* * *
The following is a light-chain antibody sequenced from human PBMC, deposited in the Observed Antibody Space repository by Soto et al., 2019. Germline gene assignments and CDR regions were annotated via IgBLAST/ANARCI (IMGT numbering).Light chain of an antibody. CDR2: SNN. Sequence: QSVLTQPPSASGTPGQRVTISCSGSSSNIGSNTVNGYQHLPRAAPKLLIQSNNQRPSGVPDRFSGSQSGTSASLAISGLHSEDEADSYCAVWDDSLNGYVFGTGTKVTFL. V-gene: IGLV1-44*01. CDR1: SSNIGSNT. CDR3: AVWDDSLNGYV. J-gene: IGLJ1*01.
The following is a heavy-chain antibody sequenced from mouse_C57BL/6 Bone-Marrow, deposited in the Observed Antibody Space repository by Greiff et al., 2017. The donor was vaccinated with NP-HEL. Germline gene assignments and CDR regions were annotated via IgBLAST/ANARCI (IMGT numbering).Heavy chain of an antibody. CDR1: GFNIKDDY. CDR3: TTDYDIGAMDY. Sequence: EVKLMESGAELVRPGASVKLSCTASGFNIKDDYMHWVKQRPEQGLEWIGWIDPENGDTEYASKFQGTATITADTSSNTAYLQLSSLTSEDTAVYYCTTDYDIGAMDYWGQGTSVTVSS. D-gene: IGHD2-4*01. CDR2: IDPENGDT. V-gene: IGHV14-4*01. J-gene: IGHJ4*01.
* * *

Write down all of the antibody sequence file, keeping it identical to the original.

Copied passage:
The following is a light-chain antibody sequenced from human PBMC, deposited in the Observed Antibody Space repository by Soto et al., 2019. Germline gene assignments and CDR regions were annotated via IgBLAST/ANARCI (IMGT numbering).Light chain of an antibody. CDR2: SNN. Sequence: QSVLTQPPSASGTPGQRVTISCSGSSSNIGSNTVNGYQHLPRAAPKLLIQSNNQRPSGVPDRFSGSQSGTSASLAISGLHSEDEADSYCAVWDDSLNGYVFGTGTKVTFL. V-gene: IGLV1-44*01. CDR1: SSNIGSNT. CDR3: AVWDDSLNGYV. J-gene: IGLJ1*01.
The following is a heavy-chain antibody sequenced from mouse_C57BL/6 Bone-Marrow, deposited in the Observed Antibody Space repository by Greiff et al., 2017. The donor was vaccinated with NP-HEL. Germline gene assignments and CDR regions were annotated via IgBLAST/ANARCI (IMGT numbering).Heavy chain of an antibody. CDR1: GFNIKDDY. CDR3: TTDYDIGAMDY. Sequence: EVKLMESGAELVRPGASVKLSCTASGFNIKDDYMHWVKQRPEQGLEWIGWIDPENGDTEYASKFQGTATITADTSSNTAYLQLSSLTSEDTAVYYCTTDYDIGAMDYWGQGTSVTVSS. D-gene: IGHD2-4*01. CDR2: IDPENGDT. V-gene: IGHV14-4*01. J-gene: IGHJ4*01.